Robert Iger owns a license-plate frame printed with the question: "Is there life after Disney?"
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The chairman and chief executive of the world's largest media conglomerate, Walt Disney Co., doesn't keep the frame on his car anymore. "I decided it's not worth it," Mr. Iger said in March at a conference sponsored by the University of Southern California. "I'd get stopped every once in a while by people who asked what it means."
The same question transfixes people throughout Disney and the entertainment industry, who wonder how much longer Mr. Iger, 66 years old, will keep his grip on the company behind Snow White, "Star Wars" and "SportsCenter." Twelve years into his tenure as CEO, the question of who will succeed Mr. Iger is more uncertain than it has been for nearly a decade. He isn't about to let go.
The strongest internal candidates have left, and the most frequently mentioned external candidates are uninterested. Some people who know Mr. Iger believe he simply doesn't want to retire yet, despite stating repeatedly that he intends to. A contract extension signed in March runs through July 2, 2019. That is the fourth date he has announced for stepping down as CEO.
Disney's board of directors and investors seem happy to back Mr. Iger for as long as he wants to stay. Under his widely acclaimed leadership, the Burbank, Calif., company's share price has nearly quintupled, increasing the stock-market value of Disney to about $170 billion. Disney is the most successful entertainment company in modern history.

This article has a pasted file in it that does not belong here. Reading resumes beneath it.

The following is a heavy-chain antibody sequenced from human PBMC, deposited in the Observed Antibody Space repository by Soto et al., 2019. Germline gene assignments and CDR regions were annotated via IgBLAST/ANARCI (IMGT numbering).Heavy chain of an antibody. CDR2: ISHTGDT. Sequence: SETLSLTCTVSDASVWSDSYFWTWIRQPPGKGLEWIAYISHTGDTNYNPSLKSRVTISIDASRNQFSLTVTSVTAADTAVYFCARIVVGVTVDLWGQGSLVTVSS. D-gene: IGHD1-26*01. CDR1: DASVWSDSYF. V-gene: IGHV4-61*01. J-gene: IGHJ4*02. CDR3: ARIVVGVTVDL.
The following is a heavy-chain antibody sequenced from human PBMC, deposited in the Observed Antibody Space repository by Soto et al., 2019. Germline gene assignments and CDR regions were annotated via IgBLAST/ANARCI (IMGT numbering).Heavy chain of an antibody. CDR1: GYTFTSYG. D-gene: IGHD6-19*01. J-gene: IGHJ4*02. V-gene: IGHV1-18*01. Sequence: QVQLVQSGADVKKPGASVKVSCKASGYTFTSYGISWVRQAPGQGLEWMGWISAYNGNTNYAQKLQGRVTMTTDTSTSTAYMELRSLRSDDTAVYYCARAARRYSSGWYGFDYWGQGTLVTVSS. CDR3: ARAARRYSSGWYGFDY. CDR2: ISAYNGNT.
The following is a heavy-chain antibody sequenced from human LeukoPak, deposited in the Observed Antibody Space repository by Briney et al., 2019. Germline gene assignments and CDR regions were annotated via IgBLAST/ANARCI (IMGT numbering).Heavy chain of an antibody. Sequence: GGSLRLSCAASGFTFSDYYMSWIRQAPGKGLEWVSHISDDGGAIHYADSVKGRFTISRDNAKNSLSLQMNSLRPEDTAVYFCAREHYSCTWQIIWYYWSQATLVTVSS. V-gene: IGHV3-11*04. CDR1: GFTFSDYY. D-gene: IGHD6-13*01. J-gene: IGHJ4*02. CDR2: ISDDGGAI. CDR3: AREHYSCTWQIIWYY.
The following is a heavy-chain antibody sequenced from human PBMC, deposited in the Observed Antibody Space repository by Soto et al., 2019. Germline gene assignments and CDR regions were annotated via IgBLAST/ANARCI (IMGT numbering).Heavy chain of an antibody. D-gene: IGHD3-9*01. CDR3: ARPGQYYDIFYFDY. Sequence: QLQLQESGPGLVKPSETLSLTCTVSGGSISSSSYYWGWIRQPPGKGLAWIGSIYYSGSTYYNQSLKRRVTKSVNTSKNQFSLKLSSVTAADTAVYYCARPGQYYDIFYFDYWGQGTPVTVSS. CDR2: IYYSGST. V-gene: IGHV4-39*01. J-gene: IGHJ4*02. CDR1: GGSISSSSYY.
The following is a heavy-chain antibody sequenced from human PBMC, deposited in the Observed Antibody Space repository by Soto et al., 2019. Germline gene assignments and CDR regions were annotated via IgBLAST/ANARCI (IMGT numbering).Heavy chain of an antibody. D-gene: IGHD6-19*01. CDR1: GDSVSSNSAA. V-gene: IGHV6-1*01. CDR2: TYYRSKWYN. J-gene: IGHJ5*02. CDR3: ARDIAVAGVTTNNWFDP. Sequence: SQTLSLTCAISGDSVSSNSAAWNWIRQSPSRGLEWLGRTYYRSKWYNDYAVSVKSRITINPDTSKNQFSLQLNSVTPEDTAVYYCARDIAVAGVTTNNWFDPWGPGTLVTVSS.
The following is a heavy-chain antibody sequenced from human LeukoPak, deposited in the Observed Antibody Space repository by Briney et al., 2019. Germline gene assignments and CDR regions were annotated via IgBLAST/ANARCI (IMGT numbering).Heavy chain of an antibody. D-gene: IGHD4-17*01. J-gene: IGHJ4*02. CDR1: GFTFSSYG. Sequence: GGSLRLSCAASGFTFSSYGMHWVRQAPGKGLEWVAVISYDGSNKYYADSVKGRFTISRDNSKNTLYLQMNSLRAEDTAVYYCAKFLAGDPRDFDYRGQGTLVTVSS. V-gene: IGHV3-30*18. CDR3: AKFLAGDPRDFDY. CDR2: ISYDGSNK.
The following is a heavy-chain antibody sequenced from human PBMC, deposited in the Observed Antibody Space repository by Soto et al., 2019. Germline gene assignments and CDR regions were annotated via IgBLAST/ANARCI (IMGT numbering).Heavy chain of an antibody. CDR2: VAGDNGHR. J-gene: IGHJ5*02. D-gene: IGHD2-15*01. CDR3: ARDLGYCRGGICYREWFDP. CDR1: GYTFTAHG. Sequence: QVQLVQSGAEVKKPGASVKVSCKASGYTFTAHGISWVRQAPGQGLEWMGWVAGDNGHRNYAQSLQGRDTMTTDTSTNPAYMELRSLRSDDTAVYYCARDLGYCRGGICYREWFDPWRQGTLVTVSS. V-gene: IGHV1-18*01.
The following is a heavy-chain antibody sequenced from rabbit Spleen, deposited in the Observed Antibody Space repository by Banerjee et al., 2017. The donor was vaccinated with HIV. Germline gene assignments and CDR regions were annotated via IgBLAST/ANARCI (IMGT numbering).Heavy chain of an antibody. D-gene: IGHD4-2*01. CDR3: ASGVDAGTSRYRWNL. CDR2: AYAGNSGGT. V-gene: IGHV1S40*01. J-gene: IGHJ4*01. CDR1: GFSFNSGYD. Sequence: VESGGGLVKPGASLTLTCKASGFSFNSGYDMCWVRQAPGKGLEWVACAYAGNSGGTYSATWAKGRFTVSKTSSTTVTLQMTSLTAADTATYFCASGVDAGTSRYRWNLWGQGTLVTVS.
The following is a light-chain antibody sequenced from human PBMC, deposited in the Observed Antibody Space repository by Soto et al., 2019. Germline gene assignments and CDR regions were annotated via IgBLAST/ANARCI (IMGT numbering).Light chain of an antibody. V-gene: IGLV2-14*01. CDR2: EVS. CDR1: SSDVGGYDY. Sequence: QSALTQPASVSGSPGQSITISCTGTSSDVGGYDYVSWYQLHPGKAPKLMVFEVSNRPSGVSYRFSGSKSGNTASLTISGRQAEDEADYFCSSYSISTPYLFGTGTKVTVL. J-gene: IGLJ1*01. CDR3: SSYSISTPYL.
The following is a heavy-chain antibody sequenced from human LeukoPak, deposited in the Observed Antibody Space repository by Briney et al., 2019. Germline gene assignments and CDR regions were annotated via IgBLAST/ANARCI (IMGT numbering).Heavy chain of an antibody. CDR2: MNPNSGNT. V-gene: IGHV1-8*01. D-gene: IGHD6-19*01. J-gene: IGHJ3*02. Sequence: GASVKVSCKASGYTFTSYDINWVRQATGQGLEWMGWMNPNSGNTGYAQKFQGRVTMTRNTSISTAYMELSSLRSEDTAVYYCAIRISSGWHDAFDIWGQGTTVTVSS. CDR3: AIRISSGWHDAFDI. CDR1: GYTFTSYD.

The longer Mr. Iger stays, though, the harder it gets to imagine the future of Disney without him -- or who could possibly replace him.
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Mr. Iger has led the company for so long and with such hands-on attention that he and Disney now seem inseparable to many employees and outside partners. That dynamic also occurred with founder Walt Disney and Mr. Iger's predecessor as CEO, Michael Eisner. Mr. Eisner left following strife among Disney shareholders and its board, a problem Mr. Iger isn't facing.
Mr. Iger's ever-extending leadership might be just what Disney needs to keep thriving where it is strong and solve problems looming on the horizon, such as declines in viewership at ESPN and the company's other television networks. If the problems worsen, though, Disney shareholders might turn less sanguine about succession questions.
On a conference call with analysts last Tuesday, Mr. Iger said that "more has been made about our succession than it really deserves." He and the board are trying to ensure "we have enough time to not only consider the right candidates but to make the right decision and to craft a handover of sorts of a transition that should be successful," added Mr. Iger.
Two years ago, the succession question seemed to be settled. After a five-year bake-off during which Mr. Iger's retirement as CEO was delayed from 2015 to 2016 and then to 2018, Disney promoted Tom Staggs, head of its parks and resorts division and former finance chief, to operating chief.
The move positioned Mr. Staggs, a 26-year Disney veteran, as the natural successor to Mr. Iger.
In March 2016, Mr. Iger told Mr. Staggs that they needed to talk.